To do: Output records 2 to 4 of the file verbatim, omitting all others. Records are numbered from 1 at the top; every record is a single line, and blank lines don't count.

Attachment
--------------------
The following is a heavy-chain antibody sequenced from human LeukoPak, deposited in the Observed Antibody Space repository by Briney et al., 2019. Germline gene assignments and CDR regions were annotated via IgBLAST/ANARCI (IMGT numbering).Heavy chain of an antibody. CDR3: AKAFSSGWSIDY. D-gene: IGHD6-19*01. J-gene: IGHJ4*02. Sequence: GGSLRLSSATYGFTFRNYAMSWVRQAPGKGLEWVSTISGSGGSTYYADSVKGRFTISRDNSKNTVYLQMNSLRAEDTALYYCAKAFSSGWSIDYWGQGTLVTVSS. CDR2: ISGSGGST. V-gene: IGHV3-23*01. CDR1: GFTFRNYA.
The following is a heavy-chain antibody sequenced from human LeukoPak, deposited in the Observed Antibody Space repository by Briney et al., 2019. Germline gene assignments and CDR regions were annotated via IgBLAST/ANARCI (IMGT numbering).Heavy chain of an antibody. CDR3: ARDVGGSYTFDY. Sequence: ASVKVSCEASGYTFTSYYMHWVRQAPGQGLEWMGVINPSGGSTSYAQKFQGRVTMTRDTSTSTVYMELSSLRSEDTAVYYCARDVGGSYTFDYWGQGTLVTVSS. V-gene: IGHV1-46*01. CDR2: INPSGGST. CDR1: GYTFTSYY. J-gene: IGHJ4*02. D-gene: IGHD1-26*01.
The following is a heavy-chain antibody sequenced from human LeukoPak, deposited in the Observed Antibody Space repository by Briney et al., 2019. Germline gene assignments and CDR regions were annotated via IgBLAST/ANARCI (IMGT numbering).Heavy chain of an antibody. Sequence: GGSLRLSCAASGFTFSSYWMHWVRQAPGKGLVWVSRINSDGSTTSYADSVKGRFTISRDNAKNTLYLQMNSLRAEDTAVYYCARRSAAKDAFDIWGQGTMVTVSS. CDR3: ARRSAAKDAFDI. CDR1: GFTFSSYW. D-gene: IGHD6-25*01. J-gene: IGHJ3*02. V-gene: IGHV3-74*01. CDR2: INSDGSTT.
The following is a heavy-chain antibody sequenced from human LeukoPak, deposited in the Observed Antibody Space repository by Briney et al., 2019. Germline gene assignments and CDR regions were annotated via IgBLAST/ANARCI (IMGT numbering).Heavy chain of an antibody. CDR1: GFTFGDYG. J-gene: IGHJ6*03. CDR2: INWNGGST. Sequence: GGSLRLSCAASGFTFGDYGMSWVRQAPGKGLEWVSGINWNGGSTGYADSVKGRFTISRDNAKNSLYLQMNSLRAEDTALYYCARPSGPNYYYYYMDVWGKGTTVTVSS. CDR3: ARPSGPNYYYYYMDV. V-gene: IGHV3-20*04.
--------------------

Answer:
The following is a heavy-chain antibody sequenced from human LeukoPak, deposited in the Observed Antibody Space repository by Briney et al., 2019. Germline gene assignments and CDR regions were annotated via IgBLAST/ANARCI (IMGT numbering).Heavy chain of an antibody. CDR3: ARDVGGSYTFDY. Sequence: ASVKVSCEASGYTFTSYYMHWVRQAPGQGLEWMGVINPSGGSTSYAQKFQGRVTMTRDTSTSTVYMELSSLRSEDTAVYYCARDVGGSYTFDYWGQGTLVTVSS. V-gene: IGHV1-46*01. CDR2: INPSGGST. CDR1: GYTFTSYY. J-gene: IGHJ4*02. D-gene: IGHD1-26*01.
The following is a heavy-chain antibody sequenced from human LeukoPak, deposited in the Observed Antibody Space repository by Briney et al., 2019. Germline gene assignments and CDR regions were annotated via IgBLAST/ANARCI (IMGT numbering).Heavy chain of an antibody. Sequence: GGSLRLSCAASGFTFSSYWMHWVRQAPGKGLVWVSRINSDGSTTSYADSVKGRFTISRDNAKNTLYLQMNSLRAEDTAVYYCARRSAAKDAFDIWGQGTMVTVSS. CDR3: ARRSAAKDAFDI. CDR1: GFTFSSYW. D-gene: IGHD6-25*01. J-gene: IGHJ3*02. V-gene: IGHV3-74*01. CDR2: INSDGSTT.
The following is a heavy-chain antibody sequenced from human LeukoPak, deposited in the Observed Antibody Space repository by Briney et al., 2019. Germline gene assignments and CDR regions were annotated via IgBLAST/ANARCI (IMGT numbering).Heavy chain of an antibody. CDR1: GFTFGDYG. J-gene: IGHJ6*03. CDR2: INWNGGST. Sequence: GGSLRLSCAASGFTFGDYGMSWVRQAPGKGLEWVSGINWNGGSTGYADSVKGRFTISRDNAKNSLYLQMNSLRAEDTALYYCARPSGPNYYYYYMDVWGKGTTVTVSS. CDR3: ARPSGPNYYYYYMDV. V-gene: IGHV3-20*04.